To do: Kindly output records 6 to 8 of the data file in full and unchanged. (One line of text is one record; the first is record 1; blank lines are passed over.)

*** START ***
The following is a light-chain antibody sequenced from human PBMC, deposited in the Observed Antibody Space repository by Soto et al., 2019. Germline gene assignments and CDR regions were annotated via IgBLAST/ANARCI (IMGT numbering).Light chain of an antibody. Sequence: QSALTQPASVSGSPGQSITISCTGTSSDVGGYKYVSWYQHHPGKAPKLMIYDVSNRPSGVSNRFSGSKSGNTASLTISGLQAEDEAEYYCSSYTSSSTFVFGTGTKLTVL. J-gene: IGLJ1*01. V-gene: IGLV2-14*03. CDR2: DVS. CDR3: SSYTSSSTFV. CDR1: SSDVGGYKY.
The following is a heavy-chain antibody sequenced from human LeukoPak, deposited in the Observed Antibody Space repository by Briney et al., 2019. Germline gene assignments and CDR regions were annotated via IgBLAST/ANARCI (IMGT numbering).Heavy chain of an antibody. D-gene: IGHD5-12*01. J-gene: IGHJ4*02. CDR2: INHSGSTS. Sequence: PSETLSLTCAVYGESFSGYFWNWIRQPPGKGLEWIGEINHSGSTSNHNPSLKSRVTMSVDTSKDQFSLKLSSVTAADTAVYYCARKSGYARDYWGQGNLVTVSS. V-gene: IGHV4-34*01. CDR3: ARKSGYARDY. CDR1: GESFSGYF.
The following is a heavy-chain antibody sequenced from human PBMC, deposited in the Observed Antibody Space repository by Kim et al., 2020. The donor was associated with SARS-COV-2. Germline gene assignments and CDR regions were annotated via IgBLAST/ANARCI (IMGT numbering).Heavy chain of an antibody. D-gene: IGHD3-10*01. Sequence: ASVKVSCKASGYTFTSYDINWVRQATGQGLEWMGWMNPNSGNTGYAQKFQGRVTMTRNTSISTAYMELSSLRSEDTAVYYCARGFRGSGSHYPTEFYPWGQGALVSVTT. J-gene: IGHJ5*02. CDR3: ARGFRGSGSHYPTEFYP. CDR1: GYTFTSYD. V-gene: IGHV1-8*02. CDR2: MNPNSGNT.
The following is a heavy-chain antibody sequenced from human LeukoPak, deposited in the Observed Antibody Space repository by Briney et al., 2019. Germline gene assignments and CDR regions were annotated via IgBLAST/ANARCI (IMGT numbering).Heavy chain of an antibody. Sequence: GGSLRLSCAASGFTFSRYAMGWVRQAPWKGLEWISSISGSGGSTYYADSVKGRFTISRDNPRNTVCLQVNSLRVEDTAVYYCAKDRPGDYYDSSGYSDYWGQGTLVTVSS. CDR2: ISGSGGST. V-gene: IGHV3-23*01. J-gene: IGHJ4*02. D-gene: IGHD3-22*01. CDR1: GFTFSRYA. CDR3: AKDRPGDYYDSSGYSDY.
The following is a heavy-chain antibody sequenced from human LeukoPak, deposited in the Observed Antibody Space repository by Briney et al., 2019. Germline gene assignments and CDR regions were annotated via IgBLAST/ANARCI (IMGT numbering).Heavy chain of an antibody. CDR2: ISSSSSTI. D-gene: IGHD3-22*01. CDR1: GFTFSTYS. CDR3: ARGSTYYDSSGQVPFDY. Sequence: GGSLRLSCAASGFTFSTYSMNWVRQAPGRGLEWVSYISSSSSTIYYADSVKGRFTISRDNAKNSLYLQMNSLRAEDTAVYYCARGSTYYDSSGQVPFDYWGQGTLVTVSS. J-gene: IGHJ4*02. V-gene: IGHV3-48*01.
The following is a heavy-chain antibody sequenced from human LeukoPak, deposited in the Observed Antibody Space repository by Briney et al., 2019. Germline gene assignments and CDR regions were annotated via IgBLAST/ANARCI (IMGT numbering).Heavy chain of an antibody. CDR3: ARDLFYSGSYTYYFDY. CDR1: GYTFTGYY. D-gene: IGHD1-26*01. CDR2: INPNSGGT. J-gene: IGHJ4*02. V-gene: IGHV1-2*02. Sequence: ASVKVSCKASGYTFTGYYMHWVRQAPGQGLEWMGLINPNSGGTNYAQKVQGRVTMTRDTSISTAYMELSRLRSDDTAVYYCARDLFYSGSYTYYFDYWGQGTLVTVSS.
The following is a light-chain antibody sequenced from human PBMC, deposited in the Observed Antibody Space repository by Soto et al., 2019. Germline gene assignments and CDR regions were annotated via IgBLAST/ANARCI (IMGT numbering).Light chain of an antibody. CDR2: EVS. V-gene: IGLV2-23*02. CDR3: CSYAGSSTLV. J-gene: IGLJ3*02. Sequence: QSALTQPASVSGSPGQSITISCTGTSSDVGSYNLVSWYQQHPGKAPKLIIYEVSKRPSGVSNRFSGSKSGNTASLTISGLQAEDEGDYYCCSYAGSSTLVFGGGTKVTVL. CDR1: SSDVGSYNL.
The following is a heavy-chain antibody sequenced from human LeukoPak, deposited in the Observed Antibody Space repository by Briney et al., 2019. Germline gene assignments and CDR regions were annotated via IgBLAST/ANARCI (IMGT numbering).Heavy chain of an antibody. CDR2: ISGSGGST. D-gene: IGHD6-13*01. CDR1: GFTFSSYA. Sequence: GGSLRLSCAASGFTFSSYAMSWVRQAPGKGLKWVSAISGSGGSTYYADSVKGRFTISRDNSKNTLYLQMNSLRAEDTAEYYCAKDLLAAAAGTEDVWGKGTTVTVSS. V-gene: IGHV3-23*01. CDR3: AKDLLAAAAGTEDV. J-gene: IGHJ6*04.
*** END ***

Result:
The following is a heavy-chain antibody sequenced from human LeukoPak, deposited in the Observed Antibody Space repository by Briney et al., 2019. Germline gene assignments and CDR regions were annotated via IgBLAST/ANARCI (IMGT numbering).Heavy chain of an antibody. CDR3: ARDLFYSGSYTYYFDY. CDR1: GYTFTGYY. D-gene: IGHD1-26*01. CDR2: INPNSGGT. J-gene: IGHJ4*02. V-gene: IGHV1-2*02. Sequence: ASVKVSCKASGYTFTGYYMHWVRQAPGQGLEWMGLINPNSGGTNYAQKVQGRVTMTRDTSISTAYMELSRLRSDDTAVYYCARDLFYSGSYTYYFDYWGQGTLVTVSS.
The following is a light-chain antibody sequenced from human PBMC, deposited in the Observed Antibody Space repository by Soto et al., 2019. Germline gene assignments and CDR regions were annotated via IgBLAST/ANARCI (IMGT numbering).Light chain of an antibody. CDR2: EVS. V-gene: IGLV2-23*02. CDR3: CSYAGSSTLV. J-gene: IGLJ3*02. Sequence: QSALTQPASVSGSPGQSITISCTGTSSDVGSYNLVSWYQQHPGKAPKLIIYEVSKRPSGVSNRFSGSKSGNTASLTISGLQAEDEGDYYCCSYAGSSTLVFGGGTKVTVL. CDR1: SSDVGSYNL.
The following is a heavy-chain antibody sequenced from human LeukoPak, deposited in the Observed Antibody Space repository by Briney et al., 2019. Germline gene assignments and CDR regions were annotated via IgBLAST/ANARCI (IMGT numbering).Heavy chain of an antibody. CDR2: ISGSGGST. D-gene: IGHD6-13*01. CDR1: GFTFSSYA. Sequence: GGSLRLSCAASGFTFSSYAMSWVRQAPGKGLKWVSAISGSGGSTYYADSVKGRFTISRDNSKNTLYLQMNSLRAEDTAEYYCAKDLLAAAAGTEDVWGKGTTVTVSS. V-gene: IGHV3-23*01. CDR3: AKDLLAAAAGTEDV. J-gene: IGHJ6*04.